China’s state media network Xinhua News Agency published a transcript of the discussion at the State Guest House in Samarkand in the afternoon of September 15. According to the report, the two had a conversation which has been summarized below.
Xi: China and Russia have maintained effective and strategic communication and collaborated in various areas. China wishes to work with Russia to demonstrate its responsibility as a major world power, play a leading role, and bring stability to a turbulent world [rest omitted].
Putin: I wish you success of the 20th National Congress of the Chinese Communist Party. I am confident that the Chinese economy will continue to prosper under the leadership of General Secretary Xi Jinping. Although the world is changing in many ways, one thing does not change―the friendship and trust between Russia and China. Russia adheres to the “one China” principle, and condemns provocation and instigation by other nations against China with regard to its core interests. Russia wishes to work with China in many areas such as economy, trade, and energy resources (summary quote ends here).
While not included in China’s announcement, a Russian release stated that Putin also said: “we are grateful that our friends in China are taking an objective stance on Ukraine, and understand that you have doubts and concerns about this matter (the Ukraine crisis).”
China has tried to ensure that the word “Ukraine” is not mentioned even once, but prior to his overseas trip, China’s Global Times, a newspaper with Communist Party connections, published an editorial stating that China refuses to become involved in the war in Ukraine at all costs.
That being said, a statement by the Chinese Communist Party’s No. 3, Li Zhanshu at a meeting with the heads of Russia’s Federal Assembly commands attention. Li visited Russia from September 7 to 9 as Chairman of the Standing Committee of the National People’s Congress, taking part in the Eastern Economic Forum in Vladivostok and meeting the heads of the two houses of Russia’s Federal Assembly in Moscow. At the meeting, Li commented: “China has stated that we understand and support Russia with regard to the situation in Ukraine.” He added, “We also understand how NATO has driven Russia to the point where Russia was forced to make an important decision (meaning the invasion of Ukraine).” This is likely to be China’s honest opinion.
Nonetheless, as a result of behind-the-scenes talks, Xi decided to put on an act without any smiles at his face-to-face meeting with Putin.
Proof of this interpretation is that the Russian Embassy in China posted on Weibo that Xi and Putin met unofficially one on one after the official meeting. Screenshots are shown below, because users must be registered to access the information.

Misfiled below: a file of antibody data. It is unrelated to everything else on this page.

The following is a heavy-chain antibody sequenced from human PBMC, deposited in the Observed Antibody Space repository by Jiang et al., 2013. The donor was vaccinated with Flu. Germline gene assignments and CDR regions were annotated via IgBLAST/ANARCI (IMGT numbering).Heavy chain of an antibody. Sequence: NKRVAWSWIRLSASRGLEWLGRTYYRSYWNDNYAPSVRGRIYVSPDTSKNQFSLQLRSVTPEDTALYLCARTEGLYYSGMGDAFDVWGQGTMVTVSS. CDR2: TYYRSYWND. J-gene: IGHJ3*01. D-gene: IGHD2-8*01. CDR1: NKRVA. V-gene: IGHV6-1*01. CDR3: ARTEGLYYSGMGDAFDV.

This post on Weibo definitely solves the mystery!
What I have written so far is proof of reason No. 3 above.
Xi and Putin have a strategy of making it appear that they are not on friendly terms to reassure the Central Asian countries. By praising Xi and drawing attention to him, Putin is attempting to strengthen solidarity among SCO member countries and prevent them from moving closer to the West.
◆Joint Communique (Samarkand Declaration of the Council of Heads of State of the SCO)
The SCO Summit ended late afternoon on September 16 (Japan time). Iran was officially approved as a new member and the Samarkand Declaration of the Heads of State Council of the SCO contained the words: “They stressed that the unilateral application of economic sanctions other than those adopted by the UN Security Council is inconsistent with the principles of international law and adversely affects third countries and international economic relations.” All member states are opposed to US economic sanctions and sanctions imposed by Western countries aligned with the US, and have not themselves applied sanctions to Russia. The combined population of SCO member states accounts for 50% of the global population. Purely in terms of humanity, they are a significant force in the international community.
We should not ignore the fact that 85% of the world’s population live in countries that have not imposed sanctions on Russia (described in the column Russia Proposes ‘New World G8,’ a World Not Visible to the Japanese by Homare Endo, published on June 19, 2022)
A Japanese-language media article was published in Japan on September 17, 2022 with the title “India’s Prime Minister Narendra Modi criticizes Russia’s invasion of Ukraine: ‘Today’s era not an era of war.’” Reading the original Reuters article, the content has a slightly different nuance from the Japanese headline. The article quotes an announcement by the Indian government, which simply says: “In the context of the ongoing conflict in Ukraine, (the) Prime Minister reiterated his call for an early cessation of hostilities and the need for dialogue and diplomacy.”
It is clear from the video on Modi’s official website that the report by the Indian government is the correct one.
It reveals that there is significant disparity between what Modi actually said and the Japanese news report, which dressed up the Reuters report in words that would please Japanese readers.
This example illustrates the need to gather facts from multiple sources when making a call on international affairs to protect the interests of the Japanese public.